Why Montevideo, Uruguay is an antique buyer’s dream


Montevideo is increasingly embracing modern trends: discover avant-garde boutiques opened by a new generation of designers, trendy restaurants and the sprouting of shiny skyscrapers facing the Rio de la Plata. But what really defines this small South American town is a sense of timelessness: neoclassical and Art Nouveau architecture, leafy plazas and riverside walks, all reminiscent of the bygone eras when people took the time to relax. to slow down. Nowhere is this vibe more palpable than in Ciudad Vieja, a historic district of less than a square kilometer dotted with cafes, bookstores, small museums and a large collection of antique shops and homes. auction packed with vintage treasures.

Montevideo enjoyed a golden age at the turn of the 20th century, when wealthy local families traveled frequently to Europe in vast ocean liners, bringing back chests full of sophisticated furniture and artwork. This, along with the goods brought by new immigrants from Spain and Italy, as well as products made by highly skilled Uruguayan silversmiths and carpenters, led to the city’s generosity in collectibles.

Over the past five years, savvy entrepreneurs have taken advantage of this abundance of relics to create boutique restaurants, hotels and other businesses that pay homage to the character of the capital. The 15 pieces

Alma Histórica Boutique Hotel

, which opened two years ago by Italian art collector Gianfranco Bonan, features a carefully preserved mishmash of locally purchased furniture from the late 19th and early 20th centuries. Each room is unique, inspired by Uruguayan cultural icons such as painter Pedro Figari and tango virtuoso Carlos Gardel. Just steps away, across Plaza Zabala, one of Montevideo’s oldest and prettiest squares, is Jacinto, a laid-back restaurant run by famous local chef Lucía Soria. Set in an old corner building with vaulted ceilings and brick walls, the space is decorated with period tables and chairs, including a series of 1960s metal typewriter carts used as writing stations. servers.

At the Alma, each room is inspired by a Uruguayan cultural icon and decorated with local furniture.

Courtesy of Alma Historica

“Most of what we got was bought in Bavastro,” says Soria, referring to a nearby auction house. “I love this place and I really like the family that owns it. Soria is not alone. For the past 100 years, Bavastro has held weekly auctions, where customers compete for everything from porcelain figurines and rotary phones to intricately carved signs and grand pianos. The beloved emporium was also the setting for a recent dinner hosted by Mesabrava, a popular dinner club that chooses unusual, often historic, venues for its events. “The tables were set with all the items that were there for sale; wooden benches mixed with wrought iron chairs and chesterfield sofas, and included some of their [Bavastro’s] statuettes as decoration ”, explains Gustavo Zerbino, one of the founders of Mesabrava. “People said they felt transported to Paris or Budapest.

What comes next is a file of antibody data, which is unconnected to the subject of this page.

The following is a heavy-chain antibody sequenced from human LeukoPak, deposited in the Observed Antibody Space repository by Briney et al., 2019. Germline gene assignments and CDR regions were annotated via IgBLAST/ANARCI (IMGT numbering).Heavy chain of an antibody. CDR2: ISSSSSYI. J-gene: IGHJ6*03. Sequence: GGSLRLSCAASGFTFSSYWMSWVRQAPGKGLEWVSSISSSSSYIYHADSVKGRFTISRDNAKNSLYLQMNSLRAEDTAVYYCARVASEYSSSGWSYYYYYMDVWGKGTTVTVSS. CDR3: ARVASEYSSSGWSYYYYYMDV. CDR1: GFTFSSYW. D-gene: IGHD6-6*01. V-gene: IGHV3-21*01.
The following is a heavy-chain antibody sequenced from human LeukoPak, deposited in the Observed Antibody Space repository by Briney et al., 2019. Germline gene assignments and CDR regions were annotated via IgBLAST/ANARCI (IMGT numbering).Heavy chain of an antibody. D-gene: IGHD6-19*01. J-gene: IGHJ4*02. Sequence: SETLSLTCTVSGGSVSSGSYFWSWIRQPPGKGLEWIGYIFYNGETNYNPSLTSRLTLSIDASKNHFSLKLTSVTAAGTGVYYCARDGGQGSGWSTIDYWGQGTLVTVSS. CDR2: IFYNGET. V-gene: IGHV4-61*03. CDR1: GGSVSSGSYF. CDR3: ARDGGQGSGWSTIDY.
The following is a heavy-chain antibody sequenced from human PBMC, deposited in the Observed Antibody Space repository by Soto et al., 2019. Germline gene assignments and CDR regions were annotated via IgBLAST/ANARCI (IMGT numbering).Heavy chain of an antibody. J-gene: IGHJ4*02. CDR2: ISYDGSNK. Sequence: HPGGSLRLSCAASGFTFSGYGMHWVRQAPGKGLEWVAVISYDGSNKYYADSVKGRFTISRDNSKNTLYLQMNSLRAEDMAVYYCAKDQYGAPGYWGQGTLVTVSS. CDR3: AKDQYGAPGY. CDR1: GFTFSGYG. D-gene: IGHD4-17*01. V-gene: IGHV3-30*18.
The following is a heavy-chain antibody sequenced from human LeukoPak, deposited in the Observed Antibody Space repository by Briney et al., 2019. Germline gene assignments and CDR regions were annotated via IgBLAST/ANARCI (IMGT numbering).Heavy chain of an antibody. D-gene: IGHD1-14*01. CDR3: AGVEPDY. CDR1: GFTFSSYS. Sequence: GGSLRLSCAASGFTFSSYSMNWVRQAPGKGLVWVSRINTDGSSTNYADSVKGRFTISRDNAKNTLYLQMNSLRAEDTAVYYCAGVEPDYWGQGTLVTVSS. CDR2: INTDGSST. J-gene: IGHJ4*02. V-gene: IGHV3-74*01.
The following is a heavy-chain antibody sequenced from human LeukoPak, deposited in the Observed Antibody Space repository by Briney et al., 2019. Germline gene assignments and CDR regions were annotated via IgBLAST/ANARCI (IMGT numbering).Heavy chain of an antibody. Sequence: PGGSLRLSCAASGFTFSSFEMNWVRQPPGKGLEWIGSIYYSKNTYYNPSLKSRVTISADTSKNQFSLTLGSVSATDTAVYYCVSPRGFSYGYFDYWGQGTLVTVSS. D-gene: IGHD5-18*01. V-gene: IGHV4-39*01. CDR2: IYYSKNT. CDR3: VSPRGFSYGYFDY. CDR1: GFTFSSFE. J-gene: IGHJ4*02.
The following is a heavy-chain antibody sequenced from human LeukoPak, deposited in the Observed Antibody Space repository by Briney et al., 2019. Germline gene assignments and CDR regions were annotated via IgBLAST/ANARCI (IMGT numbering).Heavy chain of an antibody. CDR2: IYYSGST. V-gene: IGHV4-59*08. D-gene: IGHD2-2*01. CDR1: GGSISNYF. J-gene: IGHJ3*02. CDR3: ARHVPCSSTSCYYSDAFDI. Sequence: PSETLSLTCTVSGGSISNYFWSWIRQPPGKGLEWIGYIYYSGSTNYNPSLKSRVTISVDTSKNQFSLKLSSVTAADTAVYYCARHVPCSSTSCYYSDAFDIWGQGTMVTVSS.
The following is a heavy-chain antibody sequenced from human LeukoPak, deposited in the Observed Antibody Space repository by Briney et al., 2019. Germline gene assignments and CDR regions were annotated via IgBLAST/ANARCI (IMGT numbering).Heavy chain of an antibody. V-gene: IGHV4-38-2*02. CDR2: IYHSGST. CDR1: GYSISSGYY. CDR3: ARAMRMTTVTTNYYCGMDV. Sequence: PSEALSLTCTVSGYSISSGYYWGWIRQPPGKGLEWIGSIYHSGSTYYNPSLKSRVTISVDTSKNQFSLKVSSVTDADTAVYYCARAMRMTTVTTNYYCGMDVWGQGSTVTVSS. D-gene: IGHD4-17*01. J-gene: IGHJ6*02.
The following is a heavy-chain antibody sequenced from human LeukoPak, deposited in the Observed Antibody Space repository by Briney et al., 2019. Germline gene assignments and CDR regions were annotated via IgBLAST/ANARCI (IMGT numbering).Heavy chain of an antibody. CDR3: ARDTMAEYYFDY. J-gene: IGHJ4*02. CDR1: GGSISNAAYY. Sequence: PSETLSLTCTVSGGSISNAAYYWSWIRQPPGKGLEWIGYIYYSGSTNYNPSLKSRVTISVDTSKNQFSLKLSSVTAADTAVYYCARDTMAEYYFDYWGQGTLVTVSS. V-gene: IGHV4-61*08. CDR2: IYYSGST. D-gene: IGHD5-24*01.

Mesabrava's Supper Club, which incorporated Bavastro statuettes as decoration.

Mesabrava’s Supper Club, which incorporated Bavastro statuettes as decoration.

Courtesy of Mesabrava

Besides auction houses like Bavastro and Castells, Montevideo is full of antique shops and a popular flea market that is held every Sunday on Tristán Narvaja Street in the Cordón district, where merchants peddle goods. parrots alive alongside first edition books and Leicas from the 1900s. Roberto Begnini, an Italian interior designer and writer, has traveled all over the city in search of unique treasures to decorate his five-bedroom hotel opened in 2016, Casa Roberto, which occupies a carefully restored 1912 residence outside the Ciudad Vieja. Begnini chose pieces that complement the Art Nouveau and Art Deco architecture of the house, including a cedar console with carved lion’s paws in the dining room and a patinated bronze sculpture that reminded him of an ‘opera character. wagnerian ”in the library. Accommodation includes a boutique where Begnini stocks handpicked furniture and tchotchkes from local markets and world travel. “My guests are often surprised by the abundance of beautiful vintage pieces imported from Europe or made by skilled local hands,” he says. “There is a huge heritage given the size of this country.”

Don’t miss …

Founded in 1917 by Eugenio Bavastro, an Italian descendant, this institution in Ciudad Vieja is today run by his children and grandchildren. Its regular auctions are held every Thursday, in addition to the special monthly sales of high-value jewelry, paintings and furniture.

In business since 1835, Castells organizes themed auctions a few times a month. Some are dedicated to modern and contemporary art from Uruguay and Europe, others to antique jewelry and even factory machinery.

Louvre Antiguedades
Located in pedestrianized Sarandí Street in Ciudad Vieja, the Louvre’s varied stock includes everything from ornate silver gaucho knives and Uruguayan amethysts to French crystal chandeliers and marble statues.

Zorrilla Antiguedades
One of the city’s newest antique shops, Zorrilla was established in 2012 in the city center. Owner and history buff Sebastián Zorilla de San Martín sells a collection of ancient weapons, including swords and spears, as well as paintings, art, and more.

Tristan Narvaja
Every Sunday morning, Tristán Narvaja Street in the Cordón district becomes an open-air bazaar. There are many inexpensive and sometimes unappealing products out there, but resourceful shoppers often find hidden gems.

Originally appeared on Condé Nast Traveler

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